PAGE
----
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Cramer sees progress in Iraq; thought his plane had been hit

By Eric Fleischauer
eric@decaturdaily.com · 340-2435

He saw a brilliant orange flash and heard a loud sound that made it through earplugs. The C-130 transport plane bucked and rolled.

“I thought the plane had been hit. ... I did have a sensation that maybe we were going down,” said a weary Rep. Bud Cramer in Huntsville after a harrowing flight from Iraq. “It was a blast of some sort, then a series of blasts.”

“I was trying to calculate, if we went down, where we would go down,” he said.

Cramer, D-Huntsville, was in a plane with U.S. Sen. Richard Shelby, R-Tuscaloosa, and other elected officials when the shots were fired over Baghdad on Thursday night.

Cramer said his understanding was that three rocket-propelled grenades had been fired at his plane when it was at an altitude of about 5,000 feet. His plane rolled not because it had been hit but to evade the incoming fire.

He said the pilots ejected flares — which added to the terror of the moment — to deflect any heat-seeking missiles.

“It was a sobering experience,” Cramer said. “A lot of things went through my mind. ... I will take back to the United States Congress a perspective on this that will stay with me for a long, long time.”

Cramer said his trip to Iraq — the finale excepted — was positive.

“I’ve been more reassured that the surge is working,” Cramer said.

He said he expects a reduction of troops to begin within six months.

“The troubling news is the Iraqi government,” Cramer said, which he believes is not matching the efforts of U.S. troops. “I am frustrated with the lack of progress that the Iraqi government is making.”

He spoke to members of the Iraqi government, however, and the discussions gave him hope.

“A message that we got was that the Iraqi government finally gets it,” Cramer said. Those he spoke with seemed to understand that Congress would not fund the war indefinitely.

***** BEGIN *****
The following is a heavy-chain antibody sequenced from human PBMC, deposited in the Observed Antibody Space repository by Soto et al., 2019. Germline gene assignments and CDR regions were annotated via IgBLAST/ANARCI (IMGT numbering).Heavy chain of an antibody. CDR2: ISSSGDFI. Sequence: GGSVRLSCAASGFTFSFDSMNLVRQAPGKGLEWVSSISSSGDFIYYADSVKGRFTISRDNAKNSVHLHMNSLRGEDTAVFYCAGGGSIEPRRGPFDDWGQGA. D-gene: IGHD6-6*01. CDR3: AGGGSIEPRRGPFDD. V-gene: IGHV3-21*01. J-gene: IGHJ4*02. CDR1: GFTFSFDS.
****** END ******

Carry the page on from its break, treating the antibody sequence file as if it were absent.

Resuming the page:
He also spoke at length to Gen. David Petraeus, the top U.S. commander in Iraq. Those conversations, he said, suggested conflict between Iraqi Shiites and Sunnis is not improving as hoped.

Al-Qaida in Iraq, however, is diminishing as a force in response to U.S. pressure.

“That has been reduced substantially,” Cramer said. “Al-Qaida is on the run there.”

Cramer spoke with troops from Alabama and said their morale was high. He said they are frustrated with the Iraqi government, however, and its tepid involvement in the war leaves them wondering whether their own efforts are having an impact.

Cramer said he and Shelby view the war effort similarly.

“We both agree progress is being made,” Cramer said. “The surge has accomplished a lot. ... I have been more frustrated, I think, than Sen. Shelby.”

Cramer said much of his frustration has to do with a lack of supplies for U.S. troops, which he said is a consequence of the unexpected length of the war.

His brief peril in a C-130 was nothing compared to what U.S. troops face every day, Cramer said. But it was enough.

“I’m tired, and I’m glad to be home.”

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